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$$\lim_{n\rightarrow \infty }\frac{1}{n}\int_{1}^{n}\frac{x-1}{x+1}dx$$

My approach is not correct, I think.

I took $f(x)=(x-1)/(x+1)$ which is continuous so there is a $F(x)$ a primitive of f(x) such that $F'(x)=f(x)$

So I used L'Hospital but when I derived, I derived for n which is number, not for x and I think it's not correct.

I obtained $\lim_{n \to \infty }\frac{F(n)-F(1)}{n}=\lim_{n \to \infty }f(n)=1$ which is the correct answer but I'm not sure if this is the right method.There's another way to solve this?

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    $\begingroup$ Using L'Hopital's Rule is the natural approach and your answer is correct. $\endgroup$ – Kavi Rama Murthy Apr 21 '19 at 12:02
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Yes, your approach is correct. You applied L'Hôpital's rule to $$ \lim_{x\to \infty } \frac{F(x) - F(1)}{x} = \lim_{x\to \infty } \frac{F'(x)}{1} = 1 $$ which is valid because the denominator $g(x) = x $ on the left-hand side diverges to $ \infty$, satisfies $g'(x) \ne 0$, and the limit on the right-hand side exists.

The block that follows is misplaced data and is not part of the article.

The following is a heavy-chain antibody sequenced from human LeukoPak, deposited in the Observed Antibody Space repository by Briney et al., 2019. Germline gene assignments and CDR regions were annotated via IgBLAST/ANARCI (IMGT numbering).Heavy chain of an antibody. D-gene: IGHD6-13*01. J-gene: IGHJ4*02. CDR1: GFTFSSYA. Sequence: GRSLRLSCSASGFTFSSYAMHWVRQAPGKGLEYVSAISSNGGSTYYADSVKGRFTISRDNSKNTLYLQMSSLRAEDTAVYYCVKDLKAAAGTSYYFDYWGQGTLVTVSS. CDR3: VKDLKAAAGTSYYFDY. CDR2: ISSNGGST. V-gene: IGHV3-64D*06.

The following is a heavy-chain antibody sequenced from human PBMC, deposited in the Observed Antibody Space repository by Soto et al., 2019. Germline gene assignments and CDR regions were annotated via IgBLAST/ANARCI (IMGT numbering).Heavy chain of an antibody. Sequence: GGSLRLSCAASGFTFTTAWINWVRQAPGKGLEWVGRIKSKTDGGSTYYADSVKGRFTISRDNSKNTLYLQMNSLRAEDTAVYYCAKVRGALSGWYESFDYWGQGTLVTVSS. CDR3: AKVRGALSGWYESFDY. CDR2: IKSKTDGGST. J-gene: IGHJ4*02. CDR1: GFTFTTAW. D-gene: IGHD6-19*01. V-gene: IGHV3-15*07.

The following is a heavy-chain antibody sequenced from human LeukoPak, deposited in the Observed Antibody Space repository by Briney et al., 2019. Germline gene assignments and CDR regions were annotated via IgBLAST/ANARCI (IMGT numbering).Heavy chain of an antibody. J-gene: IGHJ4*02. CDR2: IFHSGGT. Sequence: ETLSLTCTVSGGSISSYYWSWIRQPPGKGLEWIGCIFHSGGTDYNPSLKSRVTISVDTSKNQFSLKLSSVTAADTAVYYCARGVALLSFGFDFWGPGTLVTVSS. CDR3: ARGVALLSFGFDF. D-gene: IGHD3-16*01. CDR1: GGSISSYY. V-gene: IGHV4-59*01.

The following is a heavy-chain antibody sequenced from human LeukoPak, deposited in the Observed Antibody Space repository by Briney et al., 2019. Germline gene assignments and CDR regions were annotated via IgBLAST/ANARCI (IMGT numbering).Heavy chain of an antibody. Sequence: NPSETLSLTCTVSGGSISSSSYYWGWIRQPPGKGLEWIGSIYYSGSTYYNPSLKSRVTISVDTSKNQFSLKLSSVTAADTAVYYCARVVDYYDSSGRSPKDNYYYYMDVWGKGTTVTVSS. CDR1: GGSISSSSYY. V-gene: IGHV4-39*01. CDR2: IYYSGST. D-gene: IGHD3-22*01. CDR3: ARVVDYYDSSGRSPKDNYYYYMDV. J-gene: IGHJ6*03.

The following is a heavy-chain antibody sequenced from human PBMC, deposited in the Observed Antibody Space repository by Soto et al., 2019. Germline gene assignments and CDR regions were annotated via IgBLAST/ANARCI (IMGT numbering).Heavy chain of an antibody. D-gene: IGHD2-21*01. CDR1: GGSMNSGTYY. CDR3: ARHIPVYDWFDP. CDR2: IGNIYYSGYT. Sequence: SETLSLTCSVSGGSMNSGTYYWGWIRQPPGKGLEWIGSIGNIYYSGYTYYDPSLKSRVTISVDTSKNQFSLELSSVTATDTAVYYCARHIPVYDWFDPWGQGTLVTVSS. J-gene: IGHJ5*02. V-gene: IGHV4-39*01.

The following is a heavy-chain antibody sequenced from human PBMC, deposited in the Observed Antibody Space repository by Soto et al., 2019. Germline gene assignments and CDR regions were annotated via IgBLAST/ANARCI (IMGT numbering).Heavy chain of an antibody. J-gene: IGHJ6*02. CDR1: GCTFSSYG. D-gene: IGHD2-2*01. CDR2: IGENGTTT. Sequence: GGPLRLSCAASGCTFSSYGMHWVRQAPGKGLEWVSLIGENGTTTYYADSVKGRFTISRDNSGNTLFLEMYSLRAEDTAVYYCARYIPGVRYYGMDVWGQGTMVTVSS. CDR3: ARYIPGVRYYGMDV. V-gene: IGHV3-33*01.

Then $ \frac{F(x_n) - F(1)}{x_n} \to 1$ for all sequences $(x_n)$ with $x_n \to \infty$, and in particular $$ \lim_{n\to \infty } \frac{F(n) - F(1)}{n} = 1 \, . $$


As mentioned in L'Hôpital's rule: General proof (case 2) this is actually a consequence of the Stolz–Cesàro theorem: In your case, $$ a_n = \int_1^n f(x) \, dx \, , \, b_n = n $$ satisfy the hypotheses of the Stolz–Cesàro theorem with $$ \begin{align} \frac{a_{n+1} - a_n}{b_{n+1} - b_n} &= \int_n^{n+1} f(x) \, dx \\ &= f(\xi_n) \text{ for some } \xi_n \in (n, n+1) \\ &\to 1 \text{ for }n \to \infty \, , \end{align} $$ using the mean value theorems for integrals. It follows that $$ \frac 1n \int_1^n f(x) \, dx = \frac{a_n}{b_n} \to 1 $$ for $n \to \infty$.

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  • $\begingroup$ L'Hospital's Rule applies to the form $\text{anything} /\infty$ so verifying that $F(x) \to\infty $ is not needed. $\endgroup$ – Paramanand Singh Apr 21 '19 at 15:19
  • $\begingroup$ @ParamanandSingh: You are right, thanks. I have removed that part. $\endgroup$ – Martin R Apr 21 '19 at 15:31
  • $\begingroup$ Thank you for your answer! $\endgroup$ – DaniVaja Apr 21 '19 at 17:22
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Usethat $$\frac{x-1}{x+1}=1-\frac{2}{x+1}$$

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  • $\begingroup$ Thank you for your help :) $\endgroup$ – DaniVaja Apr 21 '19 at 12:20

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